| Real Life Strategies for Building Wealth

Remember when I reviewed Teacher Man’s great book on ETF investing I said one of the things that got me reading it as that it is unlikely Ken Follett will write a book on how to build an investment portfolio? Well, I was wrong!

I have been working really hard lately and have become rather reckless with my reading; mental tiredness means that out go all ‘serious’ books and in come the novels that draw you in and don’t let go till you know what’s happened. This explains me going back to an old friend, Ken Follett (OK, don’t judge; I could have gone to Jilly Cooper, you know, her books were my frequent companions when I was finishing my thesis). So last week, I read A Dangerous Fortune and was struck by four money related lessons it contained.

Otherwise the book is about ‘what it says in the title’. It is about a family of bankers, the Pilasters, in mid-nineteenth century London. The family is divided – there is the main branch and it is rich and totally messed up (let’s just say that there are scheming women, clandestine relationships, love, sex and murder), and there is a tiny branch spawning from a brother who didn’t want to work in the bank, started another business and went bust. Interestingly, his business went bust because of one of the numerous bank crashes of the time. His son Hugh Pilaster, one of the main characters in the book, is the one who provides most food for thought and money lessons.

Here are the four lessons I learned from Hugh Pilaster.

  1. If you are not enough without money, you are not going to be enough with it. Hugh was very poor to begin with; his dad went bankrupt and committed suicide. So little Hugh had to be taken out of his posh and expensive school and sent to a cheaper school where they taught him mathematics instead of Latin. Later, he loved with his rich uncle but was earning so little in the bank that he was not able to buy shirts; but he changed his cravats. He didn’t change when he became rich and he stayed the same when the family bank collapsed. He was enough without money, you see, so he was enough with it.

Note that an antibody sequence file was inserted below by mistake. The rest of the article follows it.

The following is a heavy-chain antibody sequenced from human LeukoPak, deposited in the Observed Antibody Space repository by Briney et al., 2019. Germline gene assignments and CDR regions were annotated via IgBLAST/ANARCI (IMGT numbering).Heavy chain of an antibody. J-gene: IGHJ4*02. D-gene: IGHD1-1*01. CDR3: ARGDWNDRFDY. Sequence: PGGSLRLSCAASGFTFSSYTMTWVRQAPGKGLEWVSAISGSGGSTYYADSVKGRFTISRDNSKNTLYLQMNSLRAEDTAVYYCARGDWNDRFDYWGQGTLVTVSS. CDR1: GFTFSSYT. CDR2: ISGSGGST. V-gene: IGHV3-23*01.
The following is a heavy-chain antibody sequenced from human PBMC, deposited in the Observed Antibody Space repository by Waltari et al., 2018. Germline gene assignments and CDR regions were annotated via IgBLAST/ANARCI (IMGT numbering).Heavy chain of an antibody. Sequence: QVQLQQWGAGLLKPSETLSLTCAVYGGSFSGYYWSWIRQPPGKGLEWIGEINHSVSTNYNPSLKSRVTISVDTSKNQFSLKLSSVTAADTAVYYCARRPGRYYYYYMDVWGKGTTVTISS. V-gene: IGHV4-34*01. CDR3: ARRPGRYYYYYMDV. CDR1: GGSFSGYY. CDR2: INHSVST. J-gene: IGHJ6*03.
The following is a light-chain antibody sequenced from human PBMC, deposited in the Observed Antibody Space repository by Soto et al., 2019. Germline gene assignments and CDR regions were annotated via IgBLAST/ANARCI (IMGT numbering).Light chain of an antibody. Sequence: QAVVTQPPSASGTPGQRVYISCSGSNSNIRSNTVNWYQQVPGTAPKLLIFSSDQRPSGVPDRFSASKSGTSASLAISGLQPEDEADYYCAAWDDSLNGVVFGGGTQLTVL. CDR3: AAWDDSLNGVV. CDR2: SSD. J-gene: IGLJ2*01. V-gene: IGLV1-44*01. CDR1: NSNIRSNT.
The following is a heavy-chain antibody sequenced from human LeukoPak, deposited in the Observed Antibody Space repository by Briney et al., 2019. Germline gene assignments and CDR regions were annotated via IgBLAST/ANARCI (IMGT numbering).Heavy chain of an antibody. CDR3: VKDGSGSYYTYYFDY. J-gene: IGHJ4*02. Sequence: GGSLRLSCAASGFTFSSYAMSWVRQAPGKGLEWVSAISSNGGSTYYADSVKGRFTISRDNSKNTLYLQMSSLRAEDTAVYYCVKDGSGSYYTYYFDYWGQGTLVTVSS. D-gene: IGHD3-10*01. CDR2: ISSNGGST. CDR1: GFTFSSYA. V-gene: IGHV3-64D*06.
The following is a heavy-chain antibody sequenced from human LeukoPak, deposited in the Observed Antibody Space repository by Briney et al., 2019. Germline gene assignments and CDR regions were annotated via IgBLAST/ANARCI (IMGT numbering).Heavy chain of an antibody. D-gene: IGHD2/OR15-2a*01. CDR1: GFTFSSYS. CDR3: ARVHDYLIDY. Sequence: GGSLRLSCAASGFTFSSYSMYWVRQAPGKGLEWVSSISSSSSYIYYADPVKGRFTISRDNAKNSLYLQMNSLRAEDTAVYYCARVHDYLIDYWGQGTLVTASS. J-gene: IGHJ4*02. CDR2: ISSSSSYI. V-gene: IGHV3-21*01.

2. Anything is possible when you see opportunities where everyone else sees nothing but problems. This was very clear under current in the book. But the best example was when Hugh met a very rich and unhappy customer of the bank and instead of losing him he managed to sell him what was left of an issue of bonds. This was the Occam’s razor: he cheered up the customer, and he cheered his uncles who headed the bank by shifting the bonds increasing their value.
  3. Do your homework before investing and look broadly. After scoring big in the bank several times, Hugh Pilaster was sent in exile to America (never mind my American friends, I am sure that at the time young, unruly Americans were banished to Europe). There he started investing in the railways (remember we are talking mid-nineteenth century) and made a fortune. But he always made sure that he knows a lot about the business, the political situation and other conditions that may affect the enterprise. He never lost!
  4. Honour is more important than money. Eventually Hugh became the senior partner in the Pilasters bank. Too late! By this time dodgy Latin American bonds have been purchased (not for reasons of finance but friendship and obsession) and when civil war broke the bank collapsed. The Pilasters had no option but to go bankrupt, but remembering his father’s suicide Hugh made sure that they paid all they owe. Most bankers at the time lived a life of shame after bankruptcy; Hugh came out even more respected than he was as senior partner. At the end of the book, he was already planning to start another bank and he had the support of the most conservative and careful bankers in the City. Because he had his honour!

Who would have thought, that I will learn so much about finance from Ken Follett; I just wanted to rest and have some escapist fun. Thinking about it, it shouldn’t have been a surprise – most good books are about money or sex; or both.